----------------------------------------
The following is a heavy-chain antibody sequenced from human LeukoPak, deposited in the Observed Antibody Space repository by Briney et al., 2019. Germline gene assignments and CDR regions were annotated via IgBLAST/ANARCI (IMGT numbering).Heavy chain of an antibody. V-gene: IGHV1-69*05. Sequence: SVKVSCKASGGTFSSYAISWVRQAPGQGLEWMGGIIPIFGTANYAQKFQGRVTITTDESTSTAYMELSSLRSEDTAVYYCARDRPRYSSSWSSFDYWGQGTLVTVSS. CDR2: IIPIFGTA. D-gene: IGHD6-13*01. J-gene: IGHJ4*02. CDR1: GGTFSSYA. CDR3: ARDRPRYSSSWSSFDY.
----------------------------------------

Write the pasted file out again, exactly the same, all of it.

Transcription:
The following is a heavy-chain antibody sequenced from human LeukoPak, deposited in the Observed Antibody Space repository by Briney et al., 2019. Germline gene assignments and CDR regions were annotated via IgBLAST/ANARCI (IMGT numbering).Heavy chain of an antibody. V-gene: IGHV1-69*05. Sequence: SVKVSCKASGGTFSSYAISWVRQAPGQGLEWMGGIIPIFGTANYAQKFQGRVTITTDESTSTAYMELSSLRSEDTAVYYCARDRPRYSSSWSSFDYWGQGTLVTVSS. CDR2: IIPIFGTA. D-gene: IGHD6-13*01. J-gene: IGHJ4*02. CDR1: GGTFSSYA. CDR3: ARDRPRYSSSWSSFDY.